Bureaucrats still tainted by the smell of collusion
SCMP August 6 2007
Personally, I do not feel that strongly about the fate of Queen's
Pier - the Star Ferry pier was historically more significant. But I
do feel strongly about the mix of arrogance, ignorance and corruption
(yes, corruption) displayed by the senior bureaucracy over so-called
development projects. Queen's Pier is the most conspicuous at present,
but similar incidents are all too frequent.
Last Friday, the Planning Department chose to brush aside a public
consultation - which saw 1,006 local opponents and only eight in favour
- and press ahead with changes to the Hung Hom town plan, apparently
to help Cheung Kong and DHL use a pier for commercial purposes.
Looking for some roots of these planning issues, and how supposed
rules have often been bypassed, it is worth recalling that this is
the 40th anniversary of the Cultural Revolution disturbances.
Then, the likes of Tsang Yok-sing were praising the works of Mao Zedong
while Donald Tsang Yam-kuen and his police family were standing shoulder
to shoulder with the colonial government.
The loyalty, in 1967, of the locally recruited police and civil service
was rewarded with better pay, perks and promotions and, as far as the
police was concerned until the 1974 establishment of the Independent
Commission Against Corruption, an indulgent attitude to syndicated
Senior bureaucrats learned from the colonial system to believe in
their own brilliance, in leadership by a cadre of intelligent persons
able to determine what was best for the rest, free from the vulgar
influences of party politics.
Very high salaries and very generous pensions and perks were the reward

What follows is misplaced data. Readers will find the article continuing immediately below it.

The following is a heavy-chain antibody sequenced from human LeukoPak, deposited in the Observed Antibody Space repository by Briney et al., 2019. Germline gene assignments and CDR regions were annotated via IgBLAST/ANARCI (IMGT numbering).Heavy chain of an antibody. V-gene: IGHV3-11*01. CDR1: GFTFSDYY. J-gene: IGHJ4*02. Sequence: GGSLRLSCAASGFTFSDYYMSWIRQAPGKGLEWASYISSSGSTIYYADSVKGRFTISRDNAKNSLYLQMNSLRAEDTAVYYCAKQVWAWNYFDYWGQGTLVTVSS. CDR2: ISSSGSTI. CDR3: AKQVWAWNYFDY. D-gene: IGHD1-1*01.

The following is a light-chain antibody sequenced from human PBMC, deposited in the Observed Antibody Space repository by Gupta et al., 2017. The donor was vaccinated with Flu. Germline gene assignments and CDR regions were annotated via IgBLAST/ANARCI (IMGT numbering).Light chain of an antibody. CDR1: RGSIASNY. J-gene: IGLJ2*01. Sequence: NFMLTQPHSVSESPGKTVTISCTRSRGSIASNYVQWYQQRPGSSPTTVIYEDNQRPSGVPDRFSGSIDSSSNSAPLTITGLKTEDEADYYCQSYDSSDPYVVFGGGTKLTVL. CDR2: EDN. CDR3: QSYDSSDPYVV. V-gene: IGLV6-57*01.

for their supposed excellence and freedom from corruption.
Fast forward to today. Queen's Pier is about the determination of
the bureaucrats to drive a highway through the middle of the city,
filling in more of the harbour and cutting it off from urban life.
This is partly arrogance: the 'we-know-best' mentality. Once the bureaucrat-for-life
planners have decided something, they will press ahead - regardless
either of public opinion or reasoned policy.
It is partly ignorance: living in their comfortable cocoons, the planners
know little about advanced cities from Singapore to Sydney and Seoul,
not to mention London, Paris or Boston. There, inner city roads are
being knocked down or buried, private vehicles taxed, money spent on
public and less polluting transport.
It is partly corruption, not of the crude cash-in-an-envelope kind
but of giving favours to construction and development companies in
the expectation of eventual rewards in the form of lucrative post-retirement
sinecures, and the like. Even those who have no desire to end up working
for a developer may feel promotion prospects could be in jeopardy if
they oppose the interests of businesses close to the chief executive
and his supporters in the Legislative Council.
The public well understands that there is indeed collusion between
big business and a top bureaucracy which is often more concerned with
its own interests than the public's. Nor is the ICAC much of a guard
against sophisticated forms of high-level corruption. It is now simply
another part of the bureaucracy, not a genuinely independent entity.
The collusion does not just revolve around development projects, the
building of roads and bridges that are not needed, and arbitrary changes
in planning rules. Take the Mandatory Provident Fund. From the start,
it was obvious that this was a golden gift to a few suppliers. Fees
were ridiculous and employee choice of provider non-existent.
Only after years of criticism is pressure finally building to cut
costs to levels seen in other societies so that the public, rather
than a finance sector clique favoured by the bureaucracy, gets the
main benefit of its forced savings. But the smell of collusion remains.
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